Because it is so rarely heard as a solo instrument, it is easy to forget how lush the viola's tone is. Cynthia Phelps made sure no one overlooked this at her recital at the Phillips Collection yesterday.

Playing pieces by Bach, Enesco, Beethoven and Hindemith, she focused on warmth and sweetness, finding the most success with Beethoven's Seven Variations in E flat Major on a theme from Mozart's "The Magic Flute," where she concentrated on creating a sense of vocal line. It was evident, here, that she was listening to herself and that she was imposing as much intensity on soft passages and longheld notes as she was on the more active and energetic phrases.

The Bach Sonata No. 3 in G Minor was pretty but without a sense of direction. Phelps moved through it with a matter-of-fact accuracy that projected Bach's intellectual contrapuntal aspect clearly, but missed his Italianate way with weight and momentum. This music requires as much commitment to a true legato phrase as to true rhythmic integrity, and at the moment, a real legato is not a strength of Phelps' technical repertoire.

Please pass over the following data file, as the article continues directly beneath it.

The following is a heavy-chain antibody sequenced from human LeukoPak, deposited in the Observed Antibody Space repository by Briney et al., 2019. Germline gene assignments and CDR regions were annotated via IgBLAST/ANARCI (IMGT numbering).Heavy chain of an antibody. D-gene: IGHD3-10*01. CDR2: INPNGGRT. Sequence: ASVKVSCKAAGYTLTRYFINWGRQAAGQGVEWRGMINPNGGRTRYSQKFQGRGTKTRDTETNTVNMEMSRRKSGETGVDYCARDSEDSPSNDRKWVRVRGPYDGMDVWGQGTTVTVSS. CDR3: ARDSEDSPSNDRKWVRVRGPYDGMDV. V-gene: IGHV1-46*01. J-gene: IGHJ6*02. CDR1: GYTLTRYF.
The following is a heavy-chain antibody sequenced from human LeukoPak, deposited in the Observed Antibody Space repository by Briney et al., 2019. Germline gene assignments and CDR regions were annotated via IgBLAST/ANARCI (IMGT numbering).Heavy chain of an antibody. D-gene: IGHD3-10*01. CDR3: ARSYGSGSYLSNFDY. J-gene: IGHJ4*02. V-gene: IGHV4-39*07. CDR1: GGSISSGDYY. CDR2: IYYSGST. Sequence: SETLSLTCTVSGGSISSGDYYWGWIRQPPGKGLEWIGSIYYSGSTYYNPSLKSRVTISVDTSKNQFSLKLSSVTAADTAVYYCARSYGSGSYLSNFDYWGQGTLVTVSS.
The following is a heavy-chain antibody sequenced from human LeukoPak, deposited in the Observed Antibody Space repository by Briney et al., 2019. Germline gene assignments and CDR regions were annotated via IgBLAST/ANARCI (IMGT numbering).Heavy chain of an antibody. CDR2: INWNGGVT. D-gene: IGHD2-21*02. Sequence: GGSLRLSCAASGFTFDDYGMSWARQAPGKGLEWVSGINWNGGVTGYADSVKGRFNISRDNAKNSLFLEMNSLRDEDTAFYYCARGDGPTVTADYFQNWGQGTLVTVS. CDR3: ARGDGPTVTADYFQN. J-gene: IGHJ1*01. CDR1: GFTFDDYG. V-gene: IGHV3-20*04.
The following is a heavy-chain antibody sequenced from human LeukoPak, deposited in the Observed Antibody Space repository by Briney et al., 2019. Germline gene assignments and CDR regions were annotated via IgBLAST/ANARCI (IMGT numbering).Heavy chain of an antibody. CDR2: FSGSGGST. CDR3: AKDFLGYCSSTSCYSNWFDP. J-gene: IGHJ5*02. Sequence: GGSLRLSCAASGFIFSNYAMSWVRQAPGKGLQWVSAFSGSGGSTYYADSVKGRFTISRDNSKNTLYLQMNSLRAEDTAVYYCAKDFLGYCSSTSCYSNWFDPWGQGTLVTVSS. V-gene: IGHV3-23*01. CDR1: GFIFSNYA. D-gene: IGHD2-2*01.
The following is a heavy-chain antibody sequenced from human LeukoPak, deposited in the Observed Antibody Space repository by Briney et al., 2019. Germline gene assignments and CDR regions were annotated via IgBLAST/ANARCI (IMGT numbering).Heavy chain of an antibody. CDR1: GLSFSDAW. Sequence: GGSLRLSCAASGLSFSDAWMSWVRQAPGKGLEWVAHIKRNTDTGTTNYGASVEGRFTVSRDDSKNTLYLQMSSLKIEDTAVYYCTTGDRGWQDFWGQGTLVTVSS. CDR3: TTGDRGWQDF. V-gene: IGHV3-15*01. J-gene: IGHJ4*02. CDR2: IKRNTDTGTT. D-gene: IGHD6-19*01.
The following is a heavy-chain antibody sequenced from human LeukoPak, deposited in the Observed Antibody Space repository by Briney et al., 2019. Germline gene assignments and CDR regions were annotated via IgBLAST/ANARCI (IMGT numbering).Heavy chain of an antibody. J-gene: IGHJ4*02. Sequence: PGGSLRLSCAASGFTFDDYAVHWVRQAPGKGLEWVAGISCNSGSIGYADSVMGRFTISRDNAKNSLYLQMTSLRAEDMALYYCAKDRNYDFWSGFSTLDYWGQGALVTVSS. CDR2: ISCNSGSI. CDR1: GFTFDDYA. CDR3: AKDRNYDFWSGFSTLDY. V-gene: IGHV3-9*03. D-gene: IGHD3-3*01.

Both Enesco's "Concertpiece" and Hindemith's Sonata Opus II No. 4 are rooted in an opulent, romantic tradition, and Phelps approached them with intelligent musicianship. She neither went for the big statement nor focused on details, preferring instead to present a balanced and contained reading, and this worked very well.

Phelps, who won first prize in the 1985 Friday Morning Music Club International Competition, was accompanied by her sister Sheila Phelps Johns, who won that same honor in 1982 and who accompanied with stylish authority.